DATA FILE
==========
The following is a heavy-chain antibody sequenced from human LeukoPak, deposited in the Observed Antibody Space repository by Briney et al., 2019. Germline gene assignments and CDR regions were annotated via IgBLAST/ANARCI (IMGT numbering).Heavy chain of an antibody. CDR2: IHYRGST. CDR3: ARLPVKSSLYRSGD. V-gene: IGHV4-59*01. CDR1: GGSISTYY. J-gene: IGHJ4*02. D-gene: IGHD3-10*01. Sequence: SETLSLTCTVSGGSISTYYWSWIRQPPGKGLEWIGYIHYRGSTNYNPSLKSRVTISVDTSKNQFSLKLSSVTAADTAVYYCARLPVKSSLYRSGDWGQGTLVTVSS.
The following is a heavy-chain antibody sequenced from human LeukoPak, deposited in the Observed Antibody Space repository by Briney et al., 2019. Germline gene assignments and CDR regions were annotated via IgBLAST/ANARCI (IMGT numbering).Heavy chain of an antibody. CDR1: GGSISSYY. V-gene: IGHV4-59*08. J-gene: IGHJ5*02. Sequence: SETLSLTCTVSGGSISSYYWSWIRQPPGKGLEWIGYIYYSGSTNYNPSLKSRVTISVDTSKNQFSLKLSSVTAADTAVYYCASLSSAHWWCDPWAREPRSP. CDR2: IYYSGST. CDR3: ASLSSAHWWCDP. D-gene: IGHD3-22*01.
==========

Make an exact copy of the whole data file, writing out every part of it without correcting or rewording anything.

The following is a heavy-chain antibody sequenced from human LeukoPak, deposited in the Observed Antibody Space repository by Briney et al., 2019. Germline gene assignments and CDR regions were annotated via IgBLAST/ANARCI (IMGT numbering).Heavy chain of an antibody. CDR2: IHYRGST. CDR3: ARLPVKSSLYRSGD. V-gene: IGHV4-59*01. CDR1: GGSISTYY. J-gene: IGHJ4*02. D-gene: IGHD3-10*01. Sequence: SETLSLTCTVSGGSISTYYWSWIRQPPGKGLEWIGYIHYRGSTNYNPSLKSRVTISVDTSKNQFSLKLSSVTAADTAVYYCARLPVKSSLYRSGDWGQGTLVTVSS.
The following is a heavy-chain antibody sequenced from human LeukoPak, deposited in the Observed Antibody Space repository by Briney et al., 2019. Germline gene assignments and CDR regions were annotated via IgBLAST/ANARCI (IMGT numbering).Heavy chain of an antibody. CDR1: GGSISSYY. V-gene: IGHV4-59*08. J-gene: IGHJ5*02. Sequence: SETLSLTCTVSGGSISSYYWSWIRQPPGKGLEWIGYIYYSGSTNYNPSLKSRVTISVDTSKNQFSLKLSSVTAADTAVYYCASLSSAHWWCDPWAREPRSP. CDR2: IYYSGST. CDR3: ASLSSAHWWCDP. D-gene: IGHD3-22*01.